Project Canterbury

Sermons on the Blessed Sacrament
Preached in the Oratory of S. Margaret's, East Grinstead

by John Mason Neale, D.D.

London: H. R. Allenson, n.d.


"Wherewith shall I come before the LORD, and bow myself before the High GOD?"--Micah vi. 6.

[1st Sunday in Lent, 1857]

BEHOLD, now is the accepted time; behold, now is the day of salvation. We heard last night, we shall hear many a night, how those words are again and again repeated, in every possible combination, with so many varying emphases. We heard, also, in connection with them, the peculiar character which CHRIST'S servants must bear in this season; in all things approving ourselves the ministers of GOD. And what a character that is! The title, more especially appropriated to His more peculiar servants, is here bestowed on all ministers of CHRIST, with their appointed work to do for Him; and that, not in one thing, but in all things; and that, not merely as a state of existence, not merely being the ministers of CHRIST, but approving ourselves as such, to Him, to those around us,--yes, and to those evil spirits with whom we are in daily contact, and whose one aim is this, to withdraw us from the service of that dear Master, to work His dishonour by us, instead of His glory. And that you, my dear Sisters, are bound more especially to approve yourselves so, you know as well as I can tell you. Your consciences would say that to each of you, better than any words of mine could do. Therefore, seeing we have received this ministry, as we have received grace, we faint not.

Now, in speaking to any Sisterhood of their Lent duties, and their Lent strength, I should speak, before all things, of the Food that is to carry them the forty days and forty nights of their pilgrimage through that wilderness, till they come to the true mountain of GOD at Easter; to that mountain in which the LORD of Hosts will indeed make a feast of fat things, in which He will destroy the covering of sorrow spread over all nations; in which He will swallow up death in victory. And so, but under rather a different aspect, I will speak to you.

Let us try to answer the question which the text asks: Wherewith shall I come before the LORD, and bow myself before the High GOD? of you coming before Him here, where He is present to your senses as well as to your faith, where He is really and truly in the midst of the two or three; where the same Body which is surrounded with everlasting glory, and on the Right Hand of the Father, is now also present to you. How you spend those hours, my dear Sisters, cannot but be a very turning-point in your Lent life. If you allow your thoughts to wander, if you knowingly and willingly permit your affections to be cold, that becomes indeed a grievous hindrance which ought to have been a wonderful help; the things which should have been for your wealth being turned into an occasion of falling,--the savour of death unto death, instead of life unto life.

Wherewith shall I come before the LORD? And the first answer is necessarily a grievous one. You must come before Him with weakness and pollution, with the sad, sad consciousness of how far you are below that mark which you have fixed for yourselves; with the remembrance of so many falls, with the sense of so much weakness. This is all that, of yourselves, you have to bring to Him: so hindered, you go to Him, Who came, and comes still, to proclaim liberty to the captive, and the opening of the prison to them that are bound: so weak, you go to the Mighty GOD, the Everlasting FATHER: so at war, you kneel in His Presence who is the Prince of Peace: so polluted, you draw near to Him Whose Blood, there veiled under the form of wine, cleanseth from all sin. You cannot go otherwise: the higher lives you are leading, you feel this the more. I know that in me, that is, in my flesh, said S. Paul, dwelleth no good thing; and if he said so, and so cried out, O wretched man that I am, who shall deliver me from the body of this death? how much more must we do so?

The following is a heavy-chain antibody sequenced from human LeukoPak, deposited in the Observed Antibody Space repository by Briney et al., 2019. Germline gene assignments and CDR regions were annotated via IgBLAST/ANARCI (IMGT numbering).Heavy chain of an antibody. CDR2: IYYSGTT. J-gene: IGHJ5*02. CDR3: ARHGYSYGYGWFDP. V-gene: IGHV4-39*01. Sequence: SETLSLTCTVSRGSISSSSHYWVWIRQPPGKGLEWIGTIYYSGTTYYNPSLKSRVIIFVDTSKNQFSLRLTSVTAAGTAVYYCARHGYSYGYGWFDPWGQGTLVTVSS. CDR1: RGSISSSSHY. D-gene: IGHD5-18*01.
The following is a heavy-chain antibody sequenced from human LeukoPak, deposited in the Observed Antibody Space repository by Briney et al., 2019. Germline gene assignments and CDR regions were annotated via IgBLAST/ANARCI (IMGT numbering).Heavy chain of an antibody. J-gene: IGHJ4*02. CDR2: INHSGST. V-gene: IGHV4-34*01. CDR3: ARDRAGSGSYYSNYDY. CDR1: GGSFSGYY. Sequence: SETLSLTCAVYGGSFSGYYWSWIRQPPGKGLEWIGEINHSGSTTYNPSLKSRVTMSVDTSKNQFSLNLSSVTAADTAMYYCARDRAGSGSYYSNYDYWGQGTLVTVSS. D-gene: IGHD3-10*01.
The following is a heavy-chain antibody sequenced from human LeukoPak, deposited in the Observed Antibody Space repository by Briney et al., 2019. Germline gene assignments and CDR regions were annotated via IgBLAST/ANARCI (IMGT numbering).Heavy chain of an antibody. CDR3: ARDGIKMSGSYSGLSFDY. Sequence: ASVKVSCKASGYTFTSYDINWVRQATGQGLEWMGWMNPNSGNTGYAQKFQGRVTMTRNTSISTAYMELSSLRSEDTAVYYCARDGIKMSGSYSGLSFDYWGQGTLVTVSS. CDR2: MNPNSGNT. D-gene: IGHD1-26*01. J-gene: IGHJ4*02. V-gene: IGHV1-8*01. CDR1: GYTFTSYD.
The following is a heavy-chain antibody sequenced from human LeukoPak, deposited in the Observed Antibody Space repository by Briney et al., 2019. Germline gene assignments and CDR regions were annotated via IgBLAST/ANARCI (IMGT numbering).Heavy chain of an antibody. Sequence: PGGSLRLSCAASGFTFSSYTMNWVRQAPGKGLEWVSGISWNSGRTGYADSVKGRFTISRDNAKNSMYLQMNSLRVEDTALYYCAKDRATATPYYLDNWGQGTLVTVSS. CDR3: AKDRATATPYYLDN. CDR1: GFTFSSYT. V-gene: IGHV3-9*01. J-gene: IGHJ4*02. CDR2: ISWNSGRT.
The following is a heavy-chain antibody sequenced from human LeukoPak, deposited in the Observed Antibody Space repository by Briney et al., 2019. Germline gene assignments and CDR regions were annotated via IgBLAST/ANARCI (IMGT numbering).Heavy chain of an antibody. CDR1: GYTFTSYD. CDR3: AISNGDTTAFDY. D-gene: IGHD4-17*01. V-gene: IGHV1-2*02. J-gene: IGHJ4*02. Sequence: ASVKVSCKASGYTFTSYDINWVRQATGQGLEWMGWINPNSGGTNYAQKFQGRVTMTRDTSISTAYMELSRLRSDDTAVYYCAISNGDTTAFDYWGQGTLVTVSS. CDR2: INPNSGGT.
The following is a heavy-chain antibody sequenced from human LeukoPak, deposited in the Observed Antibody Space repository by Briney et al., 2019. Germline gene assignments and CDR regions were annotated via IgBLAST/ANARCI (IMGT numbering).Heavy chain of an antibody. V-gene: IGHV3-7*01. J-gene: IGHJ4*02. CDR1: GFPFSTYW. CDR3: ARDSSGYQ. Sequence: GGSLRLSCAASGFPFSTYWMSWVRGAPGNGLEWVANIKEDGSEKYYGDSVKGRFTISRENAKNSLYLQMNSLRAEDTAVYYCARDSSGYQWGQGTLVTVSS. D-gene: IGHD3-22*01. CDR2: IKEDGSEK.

And now abideth Faith, Hope, Charity, these three. I hope they do: of all times, then most. Faith and Hope must go along with you into the Sacramental Presence of your crucified LORD; it is reserved for the Blessed Ones whom He has taken out of the world,--it will be reserved, it is my earnest prayer, some day for all of you--to draw near to Him with love alone, when faith and hope shall have come to their happy end, their dissolution, at the exact moment in which they shall have been satisfied.

Faith first; and I do not mean that external faith only in the truth of the Sacrament; the faith which believes that when our LORD said, This is My Body, He did not mean, This is not My Body, but something else: when He said, This is My Blood, which is shed for you and for many, for the remission of sins, He did not mean that that Blood was only shed on Mount Calvary, and not poured forth again and again for our pardon and strengthening: that would worship Him, veiled as He is, with the same worship, due only to GOD, with which the Apostles worshipped Him when He stood among them in His own glorified Presence, and said, Peace be unto you.

I mean, not the faith which owns Him to be the LORD, and the GOD, but which acknowledges Him your LORD and your GOD: which derives strength, and feels to derive strength from His Presence: like the opal, which they say drinks in the sunlight when exposed to it, and then gives back that light in the darkness of the night.